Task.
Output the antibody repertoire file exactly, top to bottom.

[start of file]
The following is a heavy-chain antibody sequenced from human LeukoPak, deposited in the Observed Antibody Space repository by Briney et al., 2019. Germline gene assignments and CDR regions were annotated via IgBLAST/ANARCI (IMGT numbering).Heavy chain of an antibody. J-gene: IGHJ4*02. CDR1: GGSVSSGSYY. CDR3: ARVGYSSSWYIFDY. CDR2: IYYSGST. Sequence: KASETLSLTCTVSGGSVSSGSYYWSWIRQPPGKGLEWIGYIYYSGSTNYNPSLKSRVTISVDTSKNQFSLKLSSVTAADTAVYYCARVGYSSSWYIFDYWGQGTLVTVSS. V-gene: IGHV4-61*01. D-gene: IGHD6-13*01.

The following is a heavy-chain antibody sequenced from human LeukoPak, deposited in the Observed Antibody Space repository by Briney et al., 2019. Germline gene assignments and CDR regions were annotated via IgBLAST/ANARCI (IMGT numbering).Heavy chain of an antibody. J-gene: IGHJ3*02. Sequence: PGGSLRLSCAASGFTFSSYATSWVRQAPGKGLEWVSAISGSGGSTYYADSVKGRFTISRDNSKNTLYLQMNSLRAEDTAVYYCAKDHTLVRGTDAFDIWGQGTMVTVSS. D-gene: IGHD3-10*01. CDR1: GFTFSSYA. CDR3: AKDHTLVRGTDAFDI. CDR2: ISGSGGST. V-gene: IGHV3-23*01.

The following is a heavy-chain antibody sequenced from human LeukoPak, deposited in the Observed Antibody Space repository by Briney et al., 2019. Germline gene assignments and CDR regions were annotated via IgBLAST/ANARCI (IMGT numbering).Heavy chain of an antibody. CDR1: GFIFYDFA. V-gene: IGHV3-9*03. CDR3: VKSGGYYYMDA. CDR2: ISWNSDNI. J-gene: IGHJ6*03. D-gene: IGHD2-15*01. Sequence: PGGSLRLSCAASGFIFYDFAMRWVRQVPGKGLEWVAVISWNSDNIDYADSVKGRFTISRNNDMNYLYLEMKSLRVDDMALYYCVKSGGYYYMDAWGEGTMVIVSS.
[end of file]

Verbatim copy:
The following is a heavy-chain antibody sequenced from human LeukoPak, deposited in the Observed Antibody Space repository by Briney et al., 2019. Germline gene assignments and CDR regions were annotated via IgBLAST/ANARCI (IMGT numbering).Heavy chain of an antibody. J-gene: IGHJ4*02. CDR1: GGSVSSGSYY. CDR3: ARVGYSSSWYIFDY. CDR2: IYYSGST. Sequence: KASETLSLTCTVSGGSVSSGSYYWSWIRQPPGKGLEWIGYIYYSGSTNYNPSLKSRVTISVDTSKNQFSLKLSSVTAADTAVYYCARVGYSSSWYIFDYWGQGTLVTVSS. V-gene: IGHV4-61*01. D-gene: IGHD6-13*01.

The following is a heavy-chain antibody sequenced from human LeukoPak, deposited in the Observed Antibody Space repository by Briney et al., 2019. Germline gene assignments and CDR regions were annotated via IgBLAST/ANARCI (IMGT numbering).Heavy chain of an antibody. J-gene: IGHJ3*02. Sequence: PGGSLRLSCAASGFTFSSYATSWVRQAPGKGLEWVSAISGSGGSTYYADSVKGRFTISRDNSKNTLYLQMNSLRAEDTAVYYCAKDHTLVRGTDAFDIWGQGTMVTVSS. D-gene: IGHD3-10*01. CDR1: GFTFSSYA. CDR3: AKDHTLVRGTDAFDI. CDR2: ISGSGGST. V-gene: IGHV3-23*01.

The following is a heavy-chain antibody sequenced from human LeukoPak, deposited in the Observed Antibody Space repository by Briney et al., 2019. Germline gene assignments and CDR regions were annotated via IgBLAST/ANARCI (IMGT numbering).Heavy chain of an antibody. CDR1: GFIFYDFA. V-gene: IGHV3-9*03. CDR3: VKSGGYYYMDA. CDR2: ISWNSDNI. J-gene: IGHJ6*03. D-gene: IGHD2-15*01. Sequence: PGGSLRLSCAASGFIFYDFAMRWVRQVPGKGLEWVAVISWNSDNIDYADSVKGRFTISRNNDMNYLYLEMKSLRVDDMALYYCVKSGGYYYMDAWGEGTMVIVSS.